Fulmer's fastball, rekindled, pushes radar gun near triple digits

Chris McCosky
The Detroit News
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Kansas City, Mo. — Talk about being at the crossroads.

It was Sept. 24 of last year. Detroit Tigers pitcher Michael Fulmer stood in front of the Zoom camera in the bowels of Kaufmann Stadium looking utterly beleaguered after being unable to finish three innings, giving up four runs and seven hits.

It was his 10th start and most had been pretty similar to that one. He finished the year with an ERA just under 9 and a WHIP just over 2. Untenable for all parties concerned.

Detroit Tigers closing pitcher Michael Fulmer throws against the Seattle Mariners during the ninth inning.

At that moment he could never have imagined where he’d be or what he’d be less than eight months later.

“I remember sitting in this exact room with a bunch of emotions going through my mind,” Fulmer said. “What’s going to happen next? I knew I had a long offseason ahead of me.”

The Michael Fulmer that faced the Zoom cameras here Saturday was content, confident, on the verge of triumphant. The 2016 American League Rookie of the Year came out of the bullpen in the ninth inning Friday throwing fire, locking down the Tigers' 7-5 win, earning his fourth save.

His fastball averaged 96.5 mph, the highest it’s ever been in a game and 3 mph firmer than what he was throwing last season. He also threw a pitch 99.9 mph, the hardest pitch he’s ever thrown.

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“That’s 99.9, we don’t round up,” manager AJ Hinch joked.

To which Fulmer said, laughing, “You absolutely round it up.”

The true significance of the velocity reading is that Fulmer, finally, after major knee and elbow surgeries, is healthy.

“Just the way everything is feeling is the biggest story here,” he said. “I feel great and I’m excited to be able to help the team. And AJ, I appreciate his trust to go to me whenever he needs to. I’m just looking to keep it rolling.”

It wasn’t the most comfortable conversation back in the middle of spring training when Hinch pulled Fulmer into his office and laid out his idea to take him out of the rotation and use him out of the bullpen.

But Hinch saw traits in Fulmer that he thought might play a lot better in shorter stints. 

“You look at the DNA of the player and the stuff,” Hinch said. “I saw someone in spring who was a little tentative trying to kind of extend his innings and get to 80, 90 pitches. He had a history as a starting pitcher but I just felt like he needed to let it go. Just come in and give me as much as he could for as long as he could.”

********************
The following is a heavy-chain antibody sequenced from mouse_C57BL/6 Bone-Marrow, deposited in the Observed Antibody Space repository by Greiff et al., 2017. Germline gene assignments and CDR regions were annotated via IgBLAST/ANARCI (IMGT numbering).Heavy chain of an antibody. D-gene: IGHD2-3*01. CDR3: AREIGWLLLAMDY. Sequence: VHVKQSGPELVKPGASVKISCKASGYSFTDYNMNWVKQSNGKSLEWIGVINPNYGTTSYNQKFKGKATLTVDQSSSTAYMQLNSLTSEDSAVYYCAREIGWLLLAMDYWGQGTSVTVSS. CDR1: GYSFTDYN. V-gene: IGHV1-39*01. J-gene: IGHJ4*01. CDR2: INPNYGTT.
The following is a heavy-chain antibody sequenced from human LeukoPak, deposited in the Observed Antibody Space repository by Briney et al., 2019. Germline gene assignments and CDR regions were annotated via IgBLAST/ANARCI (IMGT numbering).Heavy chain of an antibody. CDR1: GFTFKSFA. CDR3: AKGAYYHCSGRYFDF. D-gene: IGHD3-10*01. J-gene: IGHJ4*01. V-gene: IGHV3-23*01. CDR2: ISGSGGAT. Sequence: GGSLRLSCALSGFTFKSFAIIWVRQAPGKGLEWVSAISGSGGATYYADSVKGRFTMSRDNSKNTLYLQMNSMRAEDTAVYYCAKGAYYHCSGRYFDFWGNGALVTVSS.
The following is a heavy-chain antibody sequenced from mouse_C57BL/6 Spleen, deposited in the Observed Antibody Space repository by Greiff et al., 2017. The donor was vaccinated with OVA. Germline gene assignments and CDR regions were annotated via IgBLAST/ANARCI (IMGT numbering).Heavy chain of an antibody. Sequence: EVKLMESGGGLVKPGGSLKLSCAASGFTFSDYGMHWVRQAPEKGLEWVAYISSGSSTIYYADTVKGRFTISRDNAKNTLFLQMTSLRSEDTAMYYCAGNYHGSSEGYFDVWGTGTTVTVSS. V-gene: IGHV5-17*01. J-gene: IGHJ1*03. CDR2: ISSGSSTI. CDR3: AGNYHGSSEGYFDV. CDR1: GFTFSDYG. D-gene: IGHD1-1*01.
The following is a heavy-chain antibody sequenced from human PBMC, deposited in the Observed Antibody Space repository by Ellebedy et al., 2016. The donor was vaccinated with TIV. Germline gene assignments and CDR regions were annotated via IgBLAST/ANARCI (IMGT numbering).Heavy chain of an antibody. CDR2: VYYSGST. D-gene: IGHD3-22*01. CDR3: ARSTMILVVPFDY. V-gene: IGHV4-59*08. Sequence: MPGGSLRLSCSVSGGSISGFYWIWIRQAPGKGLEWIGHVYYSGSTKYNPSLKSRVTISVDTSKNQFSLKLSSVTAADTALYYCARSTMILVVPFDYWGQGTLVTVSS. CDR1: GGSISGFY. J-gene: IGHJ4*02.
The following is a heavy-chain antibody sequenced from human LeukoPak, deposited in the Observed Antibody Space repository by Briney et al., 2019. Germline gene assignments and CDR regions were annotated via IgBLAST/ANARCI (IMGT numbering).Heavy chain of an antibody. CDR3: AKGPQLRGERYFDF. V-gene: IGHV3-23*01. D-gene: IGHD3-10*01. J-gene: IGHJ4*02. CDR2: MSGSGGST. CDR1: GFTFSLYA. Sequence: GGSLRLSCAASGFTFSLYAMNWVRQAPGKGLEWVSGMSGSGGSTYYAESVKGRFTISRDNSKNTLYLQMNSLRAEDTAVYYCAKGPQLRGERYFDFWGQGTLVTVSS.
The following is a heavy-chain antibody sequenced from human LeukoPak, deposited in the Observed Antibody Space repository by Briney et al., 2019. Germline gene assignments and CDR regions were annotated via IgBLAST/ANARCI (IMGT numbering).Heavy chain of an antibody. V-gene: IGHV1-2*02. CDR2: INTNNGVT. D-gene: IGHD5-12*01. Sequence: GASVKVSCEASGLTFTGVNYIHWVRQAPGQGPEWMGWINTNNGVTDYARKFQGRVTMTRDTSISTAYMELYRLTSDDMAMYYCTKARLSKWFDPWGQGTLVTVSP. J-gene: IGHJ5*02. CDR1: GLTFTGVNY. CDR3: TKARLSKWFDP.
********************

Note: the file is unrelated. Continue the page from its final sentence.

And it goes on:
The first thought was Fulmer could be used in a hybrid role, spot start/long relief. But then Hinch observed the effect that adrenaline had on Fulmer when he came rip-snorting out of the bullpen in high-leverage situations.

“The more I saw him in the bullpen, the more I saw him enjoy the adrenaline part of the back of the bullpen,” Hinch said. “And then there was the performance. That ultimately was the deciding factor.”

Since Hinch committed this month to using him as one of his three late-inning options (with Gregory Soto and Jose Cisnero), Fulmer is 2-0 with four saves and two holds. He’s pitched 10 consecutive innings without allowing an earned run with 10 strikeouts and one walk.

“I’m just trying to keep doing what I’m doing and not get too high or too low,” Fulmer said. “I don’t want to change anything. I’m settling into a nice routine.”

As remarkable as the results have been, the ability for his body to respond the way it has going from pitching once every fifth day to throwing back-to-back days and three days out of four as been astounding.

“That was one of the main obstacles, trying to mentally figure that out,” Fulmer said. “It’s the fact that you have to learn how to pitch when you’re not feeling your best. You have to learn, when you’re sore or a little tight, you have to figure out a way to get it done.

“My body feels great bouncing back. I couldn’t be happier the way the body has responded.”

The question that can’t be answered right now is whether this role will be permanent for Fulmer, or will eventually lead him back to the starting rotation.

“As for the long-term view of him, any role is open,” Hinch said. “He can do anything and be pretty successful. This version of him has been very dominant. He’s got the personality and the will to do anything for the team. I don’t know what it will lead to.”

Fulmer isn’t thinking about that right now, either. As he said Saturday, there are five quality starters in the rotation now and it’s best for the team to keep that intact.

“Our job is to find his niche where he can help us win,” Hinch said. “And right now we’ve found that. Maybe a month from now it’s a different role. Maybe next year it’s a completely different role. I don’t know what’s ahead.”

For now, why mess with a good thing.

“I’m just really glad to be healthy and pitching and contributing to helping this team win,” Fulmer said. “We put in a lot of work and it’s finally starting to pay off. I am happy to be where I am.”

chris.mccosky@detroitnews.com

Twitter: @cmccosky

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